If you simply skimmed the blogosphere and raced through a few news stories about trends in hiring and personnel, you might conclude that big data is taking the “human” out of “human resources.”
Not surprisingly, big data and data analytics are increasingly being deployed to figure out who to hire and how to best keep good employees happy while encouraging poor employees to hit the bricks.
NPR recently aired a story about companies like Pymetrics, RoundPegg and Knack, that are using brain games to measure aptitude, cultural fit and personality. The Wall Street Journal soon followed with a piece that talked about companies like Culture Amp and Ultimate Software Group that are working with big and well-known companies to identify valuable workers that some HR departments refer to as “flight risks.”
There is a lot at stake as companies work to hire the right fit and to hang on to their best workers. No one wants to spend money on recruiting, hiring and training only to have recent hires bailout quickly. And the cost in lost productivity alone is reason enough to keep track of which workers might be looking for other opportunities elsewhere. But those who understand human-relations data the best, say the current trend is not a wild departure from the sort of thinking hiring managers have always done.
“There is data that we use all day long, and historically, that we look at when we make a decision about whether to hire somebody — data around whether they have different skills, what their historical job history was; things that sit on the top of a resume,” says Jim Meyerle, who co-founded Evolv, a recently-acquired company that used big data to predict the best hires for hourly wage jobs. “That’s all data utilized in order to make a hiring decision that ultimately, hopefully, makes for a better match than just picking somebody at random.”
But as computers and software have become more powerful and adept at storing and sifting through data, more and more business practices and other activities are lending themselves to solutions that team up humans and machines.
In some ways, the examples of human resources professionals relying on human-plus-machine models point to the true value of data-driven systems: the ability to spread the power of data through a business or other organization. Some call it the democratization of data. Rather than requiring a hiring manager to ask a team of data analysts to work on a question and report back in days or weeks with an answer, new tools are moving toward virtually instant insights.
And as strides in artificial intelligence continue, the best tools will become smarter over time. They won’t simply report what is, but will offer predictive reports on what’s to come.
None of which cuts humans out of the equation.
Meyerle points out that when it comes to hiring, for instance, there is an endless amount of data that could be collected in order to make a decision.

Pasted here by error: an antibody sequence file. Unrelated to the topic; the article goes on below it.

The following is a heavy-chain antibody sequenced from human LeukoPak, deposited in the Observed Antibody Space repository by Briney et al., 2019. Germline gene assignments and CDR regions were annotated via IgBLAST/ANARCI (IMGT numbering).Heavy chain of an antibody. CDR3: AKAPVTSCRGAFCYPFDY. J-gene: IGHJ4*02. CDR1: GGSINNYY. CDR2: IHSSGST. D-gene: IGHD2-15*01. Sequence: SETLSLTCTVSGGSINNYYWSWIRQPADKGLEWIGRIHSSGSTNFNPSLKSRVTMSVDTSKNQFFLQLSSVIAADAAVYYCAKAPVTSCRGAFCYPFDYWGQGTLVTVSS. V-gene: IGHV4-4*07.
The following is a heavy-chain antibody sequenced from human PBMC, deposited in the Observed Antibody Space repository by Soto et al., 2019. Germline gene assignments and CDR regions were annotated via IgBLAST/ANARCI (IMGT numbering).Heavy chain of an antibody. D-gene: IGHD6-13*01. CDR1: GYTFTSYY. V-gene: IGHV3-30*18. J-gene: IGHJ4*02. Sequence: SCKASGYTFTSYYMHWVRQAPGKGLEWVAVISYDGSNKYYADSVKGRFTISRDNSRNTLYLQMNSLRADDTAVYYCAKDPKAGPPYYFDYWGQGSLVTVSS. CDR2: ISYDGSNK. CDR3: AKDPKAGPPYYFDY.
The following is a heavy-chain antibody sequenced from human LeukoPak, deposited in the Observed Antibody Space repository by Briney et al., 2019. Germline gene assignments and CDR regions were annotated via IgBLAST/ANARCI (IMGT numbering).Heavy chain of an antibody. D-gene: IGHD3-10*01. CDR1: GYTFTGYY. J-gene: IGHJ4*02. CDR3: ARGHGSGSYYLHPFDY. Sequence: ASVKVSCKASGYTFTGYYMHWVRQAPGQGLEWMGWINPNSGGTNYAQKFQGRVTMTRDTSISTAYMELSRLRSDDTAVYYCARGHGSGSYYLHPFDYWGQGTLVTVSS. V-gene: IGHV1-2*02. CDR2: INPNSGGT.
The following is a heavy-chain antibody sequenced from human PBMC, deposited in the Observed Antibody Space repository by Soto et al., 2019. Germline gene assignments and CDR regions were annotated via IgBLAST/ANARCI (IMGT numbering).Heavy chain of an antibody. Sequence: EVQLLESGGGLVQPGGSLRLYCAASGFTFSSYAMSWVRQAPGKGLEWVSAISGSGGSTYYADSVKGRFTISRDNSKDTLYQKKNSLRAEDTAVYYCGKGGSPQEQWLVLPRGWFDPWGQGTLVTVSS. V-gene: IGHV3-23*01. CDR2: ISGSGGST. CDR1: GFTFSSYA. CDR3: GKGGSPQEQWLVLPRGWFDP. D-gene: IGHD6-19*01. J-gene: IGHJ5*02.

“Part of that challenge is, what of that data is most relevant?” says Meyerle, co-founder of Evolv. Meyerle has moved on from Evolv, which was recently acquired by Cornerstone OnDemand. “There is a person that is an expert at determining what data we should be collecting and then it’s configuring or developing tools in order to capture that information in a systematic way.”
For instance, he says, it’s possible that in hiring for a given position, one particular data point is an incredibly strong predictor of the candidate’s success or failure. A good hiring manager might realize that on his or her own, but a machine is much more likely to use that intelligence consistently.
“When people are applying for positions, well, then you’re able to build that into the data model,” Meyerle says. “An individual hiring manager, an individual recruiter, might find something that is relevant and then forget about it or not keep it as a systematic thing that they’re looking for.”
A machine is also able to track how those factors lead to success — or not — over hundreds, thousands or many thousands of hiring decisions and employees.
“The power of the machine is it’s enabling that person to collect what has been found across, ideally, a lot of different people who have been hired over time,” Meyerle says. “It’s helping enable that person to get the best data, the most relevant data, to make a decision on — because ultimately, the machine helps cut down on the data that somebody is looking at and delivers that in a digestible format to a person who ultimately needs to make a decision.”
The “human” in human resources is safe for the foreseeable future, Meyerle adds.
“I think at the end of the day, the human always has to make the decision.”
Mike Cassidy is BloomReach’s storyteller. Contact him at firstname.lastname@example.org; follow him on Twitter at @mikecassidy.